By Jon Wogen, TBC Board member – printed with permission by the Renville County Register
Most of us have had encounters with the mysterious and wonderful owls. As kids we called Screech Owls closer to us. We admired the Great Horned Owl sitting in a tree as we walked around and around it trying to screw its head off. That didn’t work well as we didn’t notice that the owls would snap its head around to focus on us once again.
We related to you some time ago that we had that close encounter with a Great Gray Owl while deer hunting in the north woods. Dressed in orange clothing and sitting quietly in the deer stand, we suddenly felt a presence above us. We lifted our eyes to suddenly meet the eyes of the Great Gray Owl staring down at us. In a few seconds the huge bird left as quietly as it came into my tree. A couple of minutes later, a chickadee came and landed on the bill of my orange cap. Seems that bird watchers might not need the camouflage we usually wear.
Yes, owls are mysterious and a very interesting part of Creation. The sinister look on their faces is awesome. They always look so serious. Type “A” personalities seem to abound among the owls.
Some folks who don’t like owls just can’t understand why owls are protected by law. But we who know what they can do for us understand that killing and eating gobs of rodents earns the owl a special place in our lives. The eating of rodents like mice, voles and rats helps to preserve crops, and stored food.
Owls also help to manage numbers of other wildlife. In other words, owls may be very good in nature’s scheme that requires some balance of all of its participants.
Owl conservation can be forwarded by us. Making a nesting box for Screech Owls and Barred Owls is one way to help them. If you live where there is a wood lot and windbreak trees, you can allow a dead tree to stand with its rotten holes and openings. Owls will love you for those standing in your grove.
Another way for you to help owls to survive is to be careful with rodent poisons. A mouse sick form eating your poison is very easily caught by an owl. The poison in the rodent gets into the owl and may kill it. The same goes for insecticides. Small owls eat a lot of insects and if those are carrying poison, they may harm the owls.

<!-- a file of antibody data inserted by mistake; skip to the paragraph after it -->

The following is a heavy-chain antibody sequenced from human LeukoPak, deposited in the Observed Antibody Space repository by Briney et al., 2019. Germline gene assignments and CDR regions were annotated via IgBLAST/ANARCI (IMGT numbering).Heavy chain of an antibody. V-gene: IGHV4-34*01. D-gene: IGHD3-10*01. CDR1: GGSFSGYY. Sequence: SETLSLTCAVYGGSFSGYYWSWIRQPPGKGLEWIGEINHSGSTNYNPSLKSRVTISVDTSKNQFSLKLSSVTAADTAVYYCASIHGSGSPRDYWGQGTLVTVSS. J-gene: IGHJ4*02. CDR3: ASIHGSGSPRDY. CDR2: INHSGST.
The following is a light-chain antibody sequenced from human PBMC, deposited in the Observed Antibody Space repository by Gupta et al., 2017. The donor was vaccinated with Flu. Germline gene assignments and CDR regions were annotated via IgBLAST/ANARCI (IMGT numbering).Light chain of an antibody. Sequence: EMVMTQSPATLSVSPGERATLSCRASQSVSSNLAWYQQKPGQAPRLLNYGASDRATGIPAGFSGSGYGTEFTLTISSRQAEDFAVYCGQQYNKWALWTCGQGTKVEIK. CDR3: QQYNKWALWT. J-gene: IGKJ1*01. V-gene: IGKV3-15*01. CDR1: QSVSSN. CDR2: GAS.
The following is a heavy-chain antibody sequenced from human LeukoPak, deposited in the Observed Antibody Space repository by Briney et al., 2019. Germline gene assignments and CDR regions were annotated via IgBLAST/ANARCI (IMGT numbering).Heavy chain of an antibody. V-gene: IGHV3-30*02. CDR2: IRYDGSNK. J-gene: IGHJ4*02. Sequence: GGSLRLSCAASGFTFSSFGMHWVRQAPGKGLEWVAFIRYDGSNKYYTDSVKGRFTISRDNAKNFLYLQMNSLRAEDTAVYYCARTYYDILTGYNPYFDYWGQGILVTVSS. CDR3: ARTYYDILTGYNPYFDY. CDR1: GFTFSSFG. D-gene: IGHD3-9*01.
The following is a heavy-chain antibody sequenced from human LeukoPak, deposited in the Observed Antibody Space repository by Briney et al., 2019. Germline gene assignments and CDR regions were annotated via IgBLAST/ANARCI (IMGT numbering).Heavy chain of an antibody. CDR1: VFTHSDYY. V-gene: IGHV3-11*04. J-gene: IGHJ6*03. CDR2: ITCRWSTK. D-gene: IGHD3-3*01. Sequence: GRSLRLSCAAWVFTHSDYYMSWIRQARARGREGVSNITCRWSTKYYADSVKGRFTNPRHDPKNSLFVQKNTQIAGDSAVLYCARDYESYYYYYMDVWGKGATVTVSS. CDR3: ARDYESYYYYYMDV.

Cat lovers who allow their pets to run loose may be harming the population of owls, especially those that are the smaller species. Cats can also kill the baby owls that may be sitting on the ground or a low branch of a tree. Dogs also can be a problem when running free. They can and do kill owls they can catch.
When we lived on the farm, we had piles of old barbed wire in the grove. Some was in rolls and others were more loosely-coiled and lying around in the grove. If a mouse were attacked near or in a coil of barbed wire, the owl could become tangled up and would die in the wire. You might check for this in your grove. Cleaning up the grove of this kind of stuff can help the birds to avoid being hung up and trapped.
If you see a baby owl on the ground in the spring, it is best left in place unless dogs or cats are prowling the area. If dogs and cats, or maybe kids are around, you can use leather gloves and place the owl in a branch of a tree where it might be safe.
All land owners should at least think about what they do or do not have for habitat for all kinds of wildlife. A thick grove stops wind and snow and provides a place for birds like owls. A scant grove with mowed grass among the trees provides little for wild things.
One of my heroes from a long time ago is Teddy Roosevelt. He said, “Do what you can with what you have where you are”. If you own property, you can help wild things to live on it. Even people living in town can plant more trees or shrubs and provide more habitat for wild things. These creatures share the Earth with us. They deserve some habitat to live in. We also benefit from having the wild creatures among us. They provide inspiration and are just plain fun to observe.
If you are fortunate to live on a farm where Great Horned Owls thrive, try to locate a tree that the owls roost in. Then, look on the snow or ground below where the owls roost. Locate the furry “pellets” that owls barf up after they have digested the rodents they have eaten. Yes, owls don’t pass fur, bones and teeth like other critters. After digestion, the owls burp up the hairy mass and it drops to the ground. You can take one of these pellets and dissect it. You will find small rodent bones among the hair. There will be jaws, teeth and maybe a whole skull to see there in the hair. If you know how to identify a skull, you can actually tell just what sort of mouse, vole, lemming, or other small mammal it is. It could even be a shrew. We have found shrew skulls in owl pellets.
Consider the wild things and their needs. And, then act.
OWL FESTIVALS AND SOURCES OF INFORMATION
Believe it or not, there is an owl festival right here in Minnesota. It is in Houston, a southeast Minnesota town. Two websites can help you to learn more about owls and to get information about this festival which this year starts on Friday, March 16 and runs through the weekend. If you like owls you might want to go there that weekend.
You might want to check out the article on the Great Gray Owl in Bird Watcher’s Digest (Nov.-Dec. 2014 issue).
Birds and Blooms Magazine (Oct.-Nov. 2014) has a nice article about owls too. The cover of this magazine shows a wonderfully beautiful Saw-Whet Owl. There are many nice photos of the owls for you to enjoy too.
THE WISDOM OF SVEN
Today SVEN quotes Thomas Jefferson, his favorite President: “To compel a man to furnish contributions of money for the propagation of opinions which he disbelieves, is sinful and tyrannical.” (1786)Tags: Destination, Outdoor recreation, Renville County Parks